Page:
“GFG Alliance already produces the lowest carbon aluminium in the world in both the UK and France and I’m proud to add one of the world’s greenest ferro alloy producers to our portfolio,” Gupta said. “Our goal is to be carbon neutral by 2030 and I am proud to invest in a state like Tasmania, which has a plentiful supply of renewable energy resources.”

MacKellar Group adds to Liebherr T 264 haul truck fleet at Anglo’s Dawson mine

MacKellar Mining has almost doubled the size of its Liebherr T 264 off-highway haul truck fleet at Anglo American’s majority-owned Dawson open-pit metallurgical coal mine in central Queensland, Australia.

The mining contractor has purchased another four Liebherr T 264 240 t trucks, adding to the fleet of five commissioned at Dawson in early 2020.

The four new T 264s, manufactured in Liebherr Newport News facility in Virginia, USA, will complete pre-assembly in Mackay before travelling inland to Dawson Mine for final commissioning, Liebherr said. The plan is for the trucks to join the working fleet in early 2021.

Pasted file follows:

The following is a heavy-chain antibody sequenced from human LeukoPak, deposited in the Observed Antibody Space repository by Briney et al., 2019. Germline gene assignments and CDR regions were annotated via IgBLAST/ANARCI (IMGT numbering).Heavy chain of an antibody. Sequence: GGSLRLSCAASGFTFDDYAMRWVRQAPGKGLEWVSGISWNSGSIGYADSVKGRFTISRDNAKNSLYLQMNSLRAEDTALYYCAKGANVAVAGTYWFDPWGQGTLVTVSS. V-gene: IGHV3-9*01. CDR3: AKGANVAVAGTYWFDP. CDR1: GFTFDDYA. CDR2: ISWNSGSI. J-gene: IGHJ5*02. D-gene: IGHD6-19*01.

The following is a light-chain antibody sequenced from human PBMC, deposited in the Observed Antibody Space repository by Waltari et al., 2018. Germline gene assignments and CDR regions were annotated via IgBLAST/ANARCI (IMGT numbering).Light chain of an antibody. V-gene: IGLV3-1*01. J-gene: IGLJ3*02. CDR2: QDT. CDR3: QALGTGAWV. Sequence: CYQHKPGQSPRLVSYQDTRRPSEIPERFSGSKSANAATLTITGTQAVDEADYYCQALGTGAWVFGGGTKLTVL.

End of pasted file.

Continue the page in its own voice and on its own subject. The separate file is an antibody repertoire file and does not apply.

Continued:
MacKellar Group said of the decision: “The T 264 provides efficient productivity for our clients by offering a true 240 metric tonne payload, and superior speed on grade. The many operator comforts also makes the trucks well accepted on site.”

The fleet of trucks at Dawson mine, owned 51% by Anglo American and 49% by Mitsui Holdings, are supported by Liebherr-Australia’s Mackay branch and on site Liebherr technicians, another area that assisted the purchase of the additional four units.

“Liebherr-Australia’s support has been excellent, starting from the beginning with the provision of professional operator training, through to support from their experienced technicians,” MacKellar Group concluded.

WEF’s MMBI makes progress on emissions traceability with blockchain proof of concept